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Intel’s Next-Generation Xe-HPG Gaming GPUs To Utilize TSMC’s 6nm Process Node, Launching in 2021’s Discrete Graphics Lineup


Intel is launching its first gaming discrete graphics cards based on its next-generation Xe-HPG GPUs next year. The gaming lineup will feature a range of products but unlike the Xe-LP & Xe-HP GPU line which will be fabricated on Intel's own 10nm SuperFin process node, the Xe-HPG GPUs are going to be produced at an external foundry with TSMC being the most likely candidate.

TSMC To Win Intel's Xe-HPG GPU Orders, First Gaming Discrete Lineup To Be Produced on 6nm Process Node

Reports coming out of Taiwanese based outlets seem to indicate that TSMC is confident in winning orders for Intel's next-generation Xe-HPG GPUs. As reported by IThome (via @harukaze5719), Intel's Xe-HPG GPUs will be produced at TSMC's fabs, making use of their bleeding-edge fabrication technologies. The Taiwan-based sources claim that Intel is likely to utilize TSMC's 6nm process node for its gaming GPUs that will be competing against AMD's RDNA 2 and NVIDIA's Ampere GPU lineup by the time they hit the store shelves.

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The TSMC 6nm process node was unveiled last year in the company's latest roadmap. Codenamed as 'N6', the TSMC 6nm process will make use of an advanced version of the EUV lithography tech. It will offer an 18% increased in logic density over TSMC's 7nm (N7) process and is compatible with 7nm design which is stated to shorten the time its takes to market consumer products.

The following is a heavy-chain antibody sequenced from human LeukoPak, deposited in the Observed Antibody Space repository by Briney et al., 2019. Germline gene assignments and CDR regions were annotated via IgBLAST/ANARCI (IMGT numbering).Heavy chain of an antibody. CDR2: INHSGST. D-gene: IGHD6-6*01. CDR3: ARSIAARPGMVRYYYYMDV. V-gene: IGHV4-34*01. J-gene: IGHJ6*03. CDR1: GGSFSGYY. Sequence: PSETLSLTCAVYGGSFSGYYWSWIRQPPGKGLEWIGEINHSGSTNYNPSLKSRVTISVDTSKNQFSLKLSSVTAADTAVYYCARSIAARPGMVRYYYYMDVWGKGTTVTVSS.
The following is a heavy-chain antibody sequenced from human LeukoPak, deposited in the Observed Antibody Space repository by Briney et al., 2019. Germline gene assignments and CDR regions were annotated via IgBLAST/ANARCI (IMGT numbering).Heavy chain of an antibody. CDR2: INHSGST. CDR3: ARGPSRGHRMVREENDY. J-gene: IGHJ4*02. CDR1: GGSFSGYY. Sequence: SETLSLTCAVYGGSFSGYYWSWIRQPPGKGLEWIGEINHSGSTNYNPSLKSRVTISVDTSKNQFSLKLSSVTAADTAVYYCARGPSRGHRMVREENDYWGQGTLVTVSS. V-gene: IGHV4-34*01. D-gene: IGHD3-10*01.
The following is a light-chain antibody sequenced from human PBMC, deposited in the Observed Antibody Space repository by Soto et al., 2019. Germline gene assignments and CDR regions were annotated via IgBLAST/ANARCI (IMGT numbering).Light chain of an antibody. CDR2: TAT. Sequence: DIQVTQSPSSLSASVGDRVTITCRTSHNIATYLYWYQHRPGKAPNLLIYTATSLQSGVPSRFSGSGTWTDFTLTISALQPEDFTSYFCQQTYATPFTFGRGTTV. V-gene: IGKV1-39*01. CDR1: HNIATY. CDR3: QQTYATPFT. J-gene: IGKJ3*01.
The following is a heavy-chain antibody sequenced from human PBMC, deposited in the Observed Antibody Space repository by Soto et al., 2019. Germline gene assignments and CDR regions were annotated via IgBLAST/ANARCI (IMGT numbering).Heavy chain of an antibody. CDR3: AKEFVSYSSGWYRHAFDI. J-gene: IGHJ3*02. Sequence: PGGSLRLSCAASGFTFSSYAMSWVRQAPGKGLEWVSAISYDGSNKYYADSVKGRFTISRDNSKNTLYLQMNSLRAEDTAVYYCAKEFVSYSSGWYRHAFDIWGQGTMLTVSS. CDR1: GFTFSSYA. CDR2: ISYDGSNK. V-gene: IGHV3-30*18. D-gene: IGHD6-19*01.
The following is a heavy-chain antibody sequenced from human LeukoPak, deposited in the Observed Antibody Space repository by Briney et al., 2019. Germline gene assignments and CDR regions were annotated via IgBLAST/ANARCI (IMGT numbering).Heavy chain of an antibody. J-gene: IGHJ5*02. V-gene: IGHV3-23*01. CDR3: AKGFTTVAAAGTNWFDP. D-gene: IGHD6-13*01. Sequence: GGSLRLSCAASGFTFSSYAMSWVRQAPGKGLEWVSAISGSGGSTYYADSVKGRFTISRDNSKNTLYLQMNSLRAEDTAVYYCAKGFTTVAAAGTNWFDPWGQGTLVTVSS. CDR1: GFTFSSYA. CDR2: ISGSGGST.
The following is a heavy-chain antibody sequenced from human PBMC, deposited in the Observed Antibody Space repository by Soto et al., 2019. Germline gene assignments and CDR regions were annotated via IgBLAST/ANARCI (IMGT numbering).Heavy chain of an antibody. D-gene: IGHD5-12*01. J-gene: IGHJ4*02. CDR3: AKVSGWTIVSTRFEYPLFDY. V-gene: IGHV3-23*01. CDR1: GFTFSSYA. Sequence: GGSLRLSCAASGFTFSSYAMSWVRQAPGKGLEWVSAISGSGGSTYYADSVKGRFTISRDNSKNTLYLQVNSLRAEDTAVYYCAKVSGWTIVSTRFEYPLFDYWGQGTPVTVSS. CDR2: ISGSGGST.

The Xe-HPG class gaming GPUs will also be utilizing a standard packaging design that should be relatively easy to produce while datacenter and HPC chips are going to make use of a mix of advanced packaging technologies that Intel has innovated over the years such as EMIB, CO-EMIB, and FOVEROS.

Here's Everything We Know About Intel's Discrete Gaming Graphics Cards Powered by Xe-HPG GPUs

Intel's gaming graphics card lineup will be powered by the Xe-HPG GPU. This specific GPU is another category within the Xe micro-architecture family. It falls between the Xe-LP and Xe-HP and is targeted primarily at the gaming audiences. The Xe-HPG GPU is expected to use a single tile and assuming that a single tile consists of 512 EUs, we are looking at up to 4096 cores on the flagship chip.

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A featured concept image of Intel Xe GPU. Image credits: Cristiano Siqueira (@CSiqueira97)

Based on our exclusive report and from what Intel has talked about in regards to its Ponte Vecchio chip, it looks like Intel is all onboard the MCM train with each chip consisting of several Xe GPU tiles that will be interconnected together to form a monster of a GPU. Here are the actual EU counts of Intel's various MCM-based Xe HP GPUs along with estimated core counts and TFLOPs (You can read more about these impressive performance figures which were presented by Intel over here) :

  • Xe HP (12.5) 1-Tile GPU: 512 EU [Est: 4096 Cores, 10.6 TFLOPs 1.3 GHz, 150W]
  • Xe HP (12.5) 2-Tile GPU: 1024 EUs [Est: 8192 Cores, 21.2 1.3 GHz, TFLOPs, 300W]
  • Xe HP (12.5) 4-Tile GPU: 2048 EUs [Est: 16,384 Cores, 42.3 TFLOPs 1.3 GHz, 400W/500W]

Of course, Intel can opt for a higher EU count on its Xe-HPG gaming-specific GPUs but that remains to be seen until the final specifications are disclosed. As for the gaming-specific features, the Intel Xe-HPG powered graphics cards will feature hardware-accelerated ray tracing and feature GDDR6 memory to optimize performance and value whereas the Xe-HP lineup which is aimed at the data center market will opt for HBM memory.

Intel recently gave us the first demo of its Xe LP GPU inside its upcoming Tiger Lake CPUs which is proving to be a major leap in integrated graphics performance for Intel as seen in the demonstration. Expect more information on the Xe HP & Xe HPC GPUs in the coming months.

Where are you expecting the Intel Xe GPUs to land within the desktop discrete graphics card landscape?